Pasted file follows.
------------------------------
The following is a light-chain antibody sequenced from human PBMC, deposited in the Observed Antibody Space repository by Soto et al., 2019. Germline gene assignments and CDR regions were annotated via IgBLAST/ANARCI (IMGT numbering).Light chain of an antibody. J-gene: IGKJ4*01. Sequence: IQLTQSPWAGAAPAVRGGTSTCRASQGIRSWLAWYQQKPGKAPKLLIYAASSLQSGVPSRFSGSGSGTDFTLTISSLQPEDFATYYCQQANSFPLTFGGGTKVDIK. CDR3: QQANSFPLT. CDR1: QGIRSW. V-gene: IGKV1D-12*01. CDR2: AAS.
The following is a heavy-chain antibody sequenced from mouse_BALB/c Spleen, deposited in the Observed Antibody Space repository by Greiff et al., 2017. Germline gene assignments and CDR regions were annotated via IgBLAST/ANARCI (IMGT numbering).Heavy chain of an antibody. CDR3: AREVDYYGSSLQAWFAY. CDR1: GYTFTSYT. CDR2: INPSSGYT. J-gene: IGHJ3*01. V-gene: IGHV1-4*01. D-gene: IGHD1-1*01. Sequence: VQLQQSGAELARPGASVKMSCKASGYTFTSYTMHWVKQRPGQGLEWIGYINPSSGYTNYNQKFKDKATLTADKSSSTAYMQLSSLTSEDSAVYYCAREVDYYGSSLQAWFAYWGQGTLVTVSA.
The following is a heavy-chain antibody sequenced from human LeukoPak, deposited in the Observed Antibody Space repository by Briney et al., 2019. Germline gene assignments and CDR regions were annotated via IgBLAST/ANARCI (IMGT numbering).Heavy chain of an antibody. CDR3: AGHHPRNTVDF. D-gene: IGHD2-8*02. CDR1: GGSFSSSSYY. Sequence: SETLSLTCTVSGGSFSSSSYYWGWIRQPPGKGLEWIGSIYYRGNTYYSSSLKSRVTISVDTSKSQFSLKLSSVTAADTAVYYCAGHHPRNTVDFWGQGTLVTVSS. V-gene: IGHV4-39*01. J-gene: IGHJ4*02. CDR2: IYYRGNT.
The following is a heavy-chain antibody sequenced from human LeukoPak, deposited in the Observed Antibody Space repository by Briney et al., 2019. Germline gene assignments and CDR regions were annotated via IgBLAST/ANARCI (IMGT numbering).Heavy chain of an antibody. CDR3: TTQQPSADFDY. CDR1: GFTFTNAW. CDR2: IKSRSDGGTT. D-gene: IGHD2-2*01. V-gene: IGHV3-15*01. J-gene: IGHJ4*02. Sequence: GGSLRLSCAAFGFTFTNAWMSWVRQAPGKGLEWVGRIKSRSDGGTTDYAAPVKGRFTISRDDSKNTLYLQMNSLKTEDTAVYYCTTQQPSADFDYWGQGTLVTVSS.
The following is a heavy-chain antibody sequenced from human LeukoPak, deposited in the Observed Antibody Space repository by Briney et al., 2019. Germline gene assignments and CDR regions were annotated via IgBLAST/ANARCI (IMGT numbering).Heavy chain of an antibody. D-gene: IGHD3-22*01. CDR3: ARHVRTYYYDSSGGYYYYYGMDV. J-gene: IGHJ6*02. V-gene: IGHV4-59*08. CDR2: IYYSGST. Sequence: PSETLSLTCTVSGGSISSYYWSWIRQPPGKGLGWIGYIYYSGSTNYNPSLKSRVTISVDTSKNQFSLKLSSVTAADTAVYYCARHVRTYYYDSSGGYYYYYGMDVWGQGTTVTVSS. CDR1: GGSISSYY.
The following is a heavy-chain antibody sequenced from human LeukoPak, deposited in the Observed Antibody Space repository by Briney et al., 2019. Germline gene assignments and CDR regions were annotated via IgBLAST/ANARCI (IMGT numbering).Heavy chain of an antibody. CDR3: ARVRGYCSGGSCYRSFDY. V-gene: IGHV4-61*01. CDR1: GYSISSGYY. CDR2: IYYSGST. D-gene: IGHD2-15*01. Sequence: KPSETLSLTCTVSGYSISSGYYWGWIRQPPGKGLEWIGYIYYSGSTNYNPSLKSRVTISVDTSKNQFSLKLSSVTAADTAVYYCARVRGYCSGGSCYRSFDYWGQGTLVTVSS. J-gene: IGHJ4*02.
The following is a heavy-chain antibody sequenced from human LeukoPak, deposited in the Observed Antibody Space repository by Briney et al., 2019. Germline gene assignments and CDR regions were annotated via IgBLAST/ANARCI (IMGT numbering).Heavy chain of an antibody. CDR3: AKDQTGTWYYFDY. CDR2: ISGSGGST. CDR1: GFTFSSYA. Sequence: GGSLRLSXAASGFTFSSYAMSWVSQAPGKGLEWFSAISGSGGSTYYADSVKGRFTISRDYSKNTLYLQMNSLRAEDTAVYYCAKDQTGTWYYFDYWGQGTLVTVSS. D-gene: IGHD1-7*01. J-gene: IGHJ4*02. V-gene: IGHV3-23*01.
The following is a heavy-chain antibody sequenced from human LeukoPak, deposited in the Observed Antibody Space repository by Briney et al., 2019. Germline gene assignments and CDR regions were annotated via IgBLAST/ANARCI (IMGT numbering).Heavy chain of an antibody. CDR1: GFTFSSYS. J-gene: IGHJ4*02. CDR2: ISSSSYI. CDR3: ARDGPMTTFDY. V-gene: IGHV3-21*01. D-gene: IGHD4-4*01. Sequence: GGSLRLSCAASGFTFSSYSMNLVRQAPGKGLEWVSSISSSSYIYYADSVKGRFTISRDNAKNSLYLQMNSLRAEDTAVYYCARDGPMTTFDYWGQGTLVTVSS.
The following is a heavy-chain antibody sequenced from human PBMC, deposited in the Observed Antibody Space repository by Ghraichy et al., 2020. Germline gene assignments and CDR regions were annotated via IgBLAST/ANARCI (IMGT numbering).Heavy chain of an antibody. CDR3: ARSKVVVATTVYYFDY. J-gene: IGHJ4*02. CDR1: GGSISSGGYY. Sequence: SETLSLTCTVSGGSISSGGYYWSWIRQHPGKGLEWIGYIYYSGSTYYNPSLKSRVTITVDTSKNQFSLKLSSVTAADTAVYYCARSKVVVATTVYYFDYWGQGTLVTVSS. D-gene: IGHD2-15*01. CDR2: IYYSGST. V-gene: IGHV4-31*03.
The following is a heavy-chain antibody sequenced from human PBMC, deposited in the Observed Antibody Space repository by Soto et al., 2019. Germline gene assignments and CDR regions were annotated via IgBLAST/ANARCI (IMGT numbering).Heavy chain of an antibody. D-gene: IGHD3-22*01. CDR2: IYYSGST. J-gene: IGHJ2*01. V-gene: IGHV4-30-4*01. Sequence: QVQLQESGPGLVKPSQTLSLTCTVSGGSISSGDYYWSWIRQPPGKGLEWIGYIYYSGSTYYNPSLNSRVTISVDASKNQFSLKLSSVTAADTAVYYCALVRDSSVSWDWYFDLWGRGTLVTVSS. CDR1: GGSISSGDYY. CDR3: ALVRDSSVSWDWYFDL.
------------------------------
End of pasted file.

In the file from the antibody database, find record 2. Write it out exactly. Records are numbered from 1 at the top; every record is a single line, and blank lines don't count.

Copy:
The following is a heavy-chain antibody sequenced from mouse_BALB/c Spleen, deposited in the Observed Antibody Space repository by Greiff et al., 2017. Germline gene assignments and CDR regions were annotated via IgBLAST/ANARCI (IMGT numbering).Heavy chain of an antibody. CDR3: AREVDYYGSSLQAWFAY. CDR1: GYTFTSYT. CDR2: INPSSGYT. J-gene: IGHJ3*01. V-gene: IGHV1-4*01. D-gene: IGHD1-1*01. Sequence: VQLQQSGAELARPGASVKMSCKASGYTFTSYTMHWVKQRPGQGLEWIGYINPSSGYTNYNQKFKDKATLTADKSSSTAYMQLSSLTSEDSAVYYCAREVDYYGSSLQAWFAYWGQGTLVTVSA.